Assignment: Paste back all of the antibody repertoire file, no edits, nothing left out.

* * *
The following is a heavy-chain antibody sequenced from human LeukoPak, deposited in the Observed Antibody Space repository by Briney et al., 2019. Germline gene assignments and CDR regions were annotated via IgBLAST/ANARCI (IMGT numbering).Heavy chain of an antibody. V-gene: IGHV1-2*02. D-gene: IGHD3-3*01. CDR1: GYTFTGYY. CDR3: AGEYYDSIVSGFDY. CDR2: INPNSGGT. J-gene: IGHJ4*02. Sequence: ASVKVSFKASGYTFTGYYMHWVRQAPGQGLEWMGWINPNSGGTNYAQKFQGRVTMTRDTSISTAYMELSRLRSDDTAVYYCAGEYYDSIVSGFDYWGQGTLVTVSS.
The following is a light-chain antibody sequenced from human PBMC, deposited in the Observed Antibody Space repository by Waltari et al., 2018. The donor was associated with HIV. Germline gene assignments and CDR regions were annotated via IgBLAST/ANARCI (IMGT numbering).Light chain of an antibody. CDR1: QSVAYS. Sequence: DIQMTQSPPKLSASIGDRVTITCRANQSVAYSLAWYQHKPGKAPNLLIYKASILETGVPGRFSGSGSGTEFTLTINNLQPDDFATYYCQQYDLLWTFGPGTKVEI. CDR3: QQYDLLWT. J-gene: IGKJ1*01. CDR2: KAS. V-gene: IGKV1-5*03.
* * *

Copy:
The following is a heavy-chain antibody sequenced from human LeukoPak, deposited in the Observed Antibody Space repository by Briney et al., 2019. Germline gene assignments and CDR regions were annotated via IgBLAST/ANARCI (IMGT numbering).Heavy chain of an antibody. V-gene: IGHV1-2*02. D-gene: IGHD3-3*01. CDR1: GYTFTGYY. CDR3: AGEYYDSIVSGFDY. CDR2: INPNSGGT. J-gene: IGHJ4*02. Sequence: ASVKVSFKASGYTFTGYYMHWVRQAPGQGLEWMGWINPNSGGTNYAQKFQGRVTMTRDTSISTAYMELSRLRSDDTAVYYCAGEYYDSIVSGFDYWGQGTLVTVSS.
The following is a light-chain antibody sequenced from human PBMC, deposited in the Observed Antibody Space repository by Waltari et al., 2018. The donor was associated with HIV. Germline gene assignments and CDR regions were annotated via IgBLAST/ANARCI (IMGT numbering).Light chain of an antibody. CDR1: QSVAYS. Sequence: DIQMTQSPPKLSASIGDRVTITCRANQSVAYSLAWYQHKPGKAPNLLIYKASILETGVPGRFSGSGSGTEFTLTINNLQPDDFATYYCQQYDLLWTFGPGTKVEI. CDR3: QQYDLLWT. J-gene: IGKJ1*01. CDR2: KAS. V-gene: IGKV1-5*03.